Remembering the Triangle Factory Fire, 100 years later


Reporting, Investigation & Trial

  • “Scenes Showing Where 150 Perished in a ‘Fireproof’ Firetrap.” The March 27, 1911 New York Evening Journal revealed, from a safe distance, the horrifying results of the explosion of fire and faulty safety measures.
  • “Scenes of Death and Sorrow at the Great New York Fire Disaster” The March 27, 1911 New York Evening Journal informed readers who did not make their way to the Asch Building, about the fire's toll.
  • “Fire Trap Victims Buried. Draft New Law to Save Shop Workers.” The March 28, 1911 New York Evening Journal cover stories told the horrifying experiences of survivors and witnesses, and asked who was responsible for the catastrophe and what would be done.
  • “Who is responsible? Who is responsible for the murders of one hundred and forty-five young girls and men in the “fire proof” fire trap? On whose head rests the blame for the inadequate, antiquated, criminal stairs and single fire escape, made possible because the building was classed as “fireproof”? These dead girls cry aloud, not for revenge, but for justice. Their flame-racked bodies demand protection for the thousands of sister toilers who have not yet been sacrificed to fire. Their silent lips call, ‘Who is responsible?’” Detail of March 28, 1911 New York Evening Journal editorial cartoon.
  • “How Girls Were Trapped at Every Turn, and Some Principals in the Tragedy.” The March 28, 1911 New York Evening Journal reveals the locked door; the blocked fire escape; Sarah Commerstein [Cammestein], a sewing machine operator who jumped on top of the elevator to escape and later testified about her experiences; Joseph Zitto [Zito], an elevator operator; Anna Cochran, who worked to oust Superintendent Miller of the Building Department; and Mary Goldstein, missing after the fire, who may have died in the blaze.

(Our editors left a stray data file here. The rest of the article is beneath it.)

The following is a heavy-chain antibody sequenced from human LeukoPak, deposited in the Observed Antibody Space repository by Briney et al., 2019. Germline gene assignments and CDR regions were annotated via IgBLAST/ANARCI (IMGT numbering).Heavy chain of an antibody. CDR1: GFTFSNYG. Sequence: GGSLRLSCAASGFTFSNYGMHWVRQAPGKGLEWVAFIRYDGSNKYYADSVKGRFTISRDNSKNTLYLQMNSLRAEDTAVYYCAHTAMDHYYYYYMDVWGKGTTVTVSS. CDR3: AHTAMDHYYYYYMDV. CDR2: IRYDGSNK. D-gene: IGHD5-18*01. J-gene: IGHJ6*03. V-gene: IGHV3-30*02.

• “In compliance with law? The fire escape that ends in midair must be abolished.” A New York Tribune editorial cartoon depicts women falling from a collapsing fire escape surrounded by smoke and flames while those above them look on.
  • “The horrors of jumping.” An editorial cartoon depicts women leaning out windows, jumping and falling from the burning Asch Building, framed by dollar signs.
  • “This Is One of a Hundred Murdered. Is any one to be punished for this?” The editorial cartoon shows a woman’s body on the sidewalk surrounded by smoldering fragments with a sign nearby that reads “Operators Wanted. Inquire Ninth Floor.”
  • In an editorial cartoon, a skeleton surrounded by smoke and flames rises from the burning Asch Building and considers the horrifying events below.
  • In an editorial cartoon, a man wearing clothing made of money leans against the factory door which is locked with a dollar sign key, while women die in smoke and flames on the other side of the door.
  • “The Locked Door!” An editorial cartoon shows women surrounded in smoke and flames pounding their fists on the locked factory door.
  • In an editorial cartoon, a spotlight shines on a shrouded body being lowered from the Asch Building after the Triangle fire.